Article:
WJEC AS Psychology PY2 - Loftus and Palmer (1974)

Revision notes for aims and context, procedure, findings and conclusions, evaluation of methodology, and alternate findings.

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Loftus and Palmer (1974) - Aims and Context


  • eye witness testimony - evidence/statement given by a witness to a court under oath
  • leading question - question that either by form or content suggests answer desired, or leads witness to desired answer

Importance: to understand how eye witness testimonies can be influenced as if a witness testimony is wrong, it can lead to a wrongful conviction.

Previous Research:

  • time, speed and distance are inaccurately reported
  • speed is especially difficult to judge for humans
  • Marshall (1969) - test with Air Force Personnel; knew they had to guess speed of moving automobile. Guesses ranged from 10 - 50mph; actual speed was 12mph; even if we're expecting to judge speed, humans are bad
  • Fillmore (1971) - verbs "hit" and "smashed" imply differential rates of movement
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Loftus and Palmer (1974) - Aims and Context


1) to investigate the effect of phrasing of a question on a witness account of speed

2) to see if leading questions can cause answer to suit the question (bias response) or change/distort memory


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Loftus and Palmer (1974) - Procedures

EXPERIMENT 1 - looking at how the verb used affects speeds estimates

  • STEP 1: 45 US College students participated in a LAB EXPERIMENT
  • STEP 2: students shown 7 films showing traffic accidents
  • STEP 3: divided into 5 groups (independent groups design)
  • STEP 4: students answered a questionnaire, each group had a different verb in the critical question asking the estimation of speed of car (IV); verbs were: H S B C C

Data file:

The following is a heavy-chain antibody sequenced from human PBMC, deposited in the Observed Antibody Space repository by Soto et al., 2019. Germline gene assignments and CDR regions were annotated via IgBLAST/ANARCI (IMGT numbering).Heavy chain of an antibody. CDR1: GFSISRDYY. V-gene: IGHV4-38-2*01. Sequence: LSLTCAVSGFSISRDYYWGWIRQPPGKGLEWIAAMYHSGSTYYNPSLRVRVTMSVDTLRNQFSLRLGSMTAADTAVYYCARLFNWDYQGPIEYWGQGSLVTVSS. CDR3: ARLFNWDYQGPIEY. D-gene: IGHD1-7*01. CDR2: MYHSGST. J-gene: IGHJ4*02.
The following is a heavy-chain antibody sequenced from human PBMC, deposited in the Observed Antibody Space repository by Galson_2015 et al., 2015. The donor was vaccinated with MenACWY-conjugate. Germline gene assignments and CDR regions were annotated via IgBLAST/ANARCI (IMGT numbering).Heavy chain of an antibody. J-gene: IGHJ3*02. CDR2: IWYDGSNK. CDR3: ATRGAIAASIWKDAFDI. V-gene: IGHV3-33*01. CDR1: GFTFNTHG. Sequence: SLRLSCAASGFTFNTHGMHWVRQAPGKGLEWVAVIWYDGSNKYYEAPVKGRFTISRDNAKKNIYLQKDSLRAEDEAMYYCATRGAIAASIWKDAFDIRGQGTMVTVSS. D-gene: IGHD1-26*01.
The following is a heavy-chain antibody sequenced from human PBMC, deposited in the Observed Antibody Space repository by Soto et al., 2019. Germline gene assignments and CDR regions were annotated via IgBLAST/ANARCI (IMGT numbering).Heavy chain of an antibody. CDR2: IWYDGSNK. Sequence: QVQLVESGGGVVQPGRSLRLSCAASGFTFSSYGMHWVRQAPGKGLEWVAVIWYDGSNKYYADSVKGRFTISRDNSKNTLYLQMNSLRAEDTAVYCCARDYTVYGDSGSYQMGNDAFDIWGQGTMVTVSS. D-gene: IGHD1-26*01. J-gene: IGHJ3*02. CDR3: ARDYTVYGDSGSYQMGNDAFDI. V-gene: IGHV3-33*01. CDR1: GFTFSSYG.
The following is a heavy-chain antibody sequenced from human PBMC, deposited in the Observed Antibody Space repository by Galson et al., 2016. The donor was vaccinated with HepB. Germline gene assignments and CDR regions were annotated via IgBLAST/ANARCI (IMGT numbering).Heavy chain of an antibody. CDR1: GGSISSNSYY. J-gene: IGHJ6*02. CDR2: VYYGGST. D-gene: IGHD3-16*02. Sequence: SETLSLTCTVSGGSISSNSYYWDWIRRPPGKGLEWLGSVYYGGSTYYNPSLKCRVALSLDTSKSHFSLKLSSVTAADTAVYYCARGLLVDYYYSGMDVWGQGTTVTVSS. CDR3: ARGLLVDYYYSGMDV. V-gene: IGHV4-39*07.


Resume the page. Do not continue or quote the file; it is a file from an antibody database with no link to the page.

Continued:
• STEP 5: Estimated the speed of the car (DV)

EXPERIMENT 2 - if the verb "smashed" will alter memory of accident

  • STEP 1: 150 US College students participated in LAB EXPERIMENT
  • STEP 2: shown film of multiple car accident (film = 1 minute, accident = 4 seconds)
  • STEP 3: divided into 3 conditions (independent groups design), 50 asked question with verb "smashed", 50 with "hit" and 50 asked no questions
  • STEP 4: asked questions if in the 2 conditions 
  • STEP 5: a week later, all participants were asked question, "did you see any broken glass?"
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Loftus and Palmer - Findings + Conclusions

Results from Experiment 1: verb changed = influences judgement of speed

  • verb that produced the highest speed was "smashed" = 40.5mph
  • verb that produced the lowest speed was "contacted" = 31.8mph

Conclusions from Experiment 1:

  • changing the verb = response-bias: if subject is unsure what to answer (e.g. 30/40mph), verb indicates right estimate (smashed = 40mph)
  • verb "smashed" distorts memory representations to more violent car crash, a subject could remember details that were never there?

Results from Experiment 2:

  • those who saw broken glass with verb "smashed": 32%, with verb "hit": 14%, with no prior questions: 12%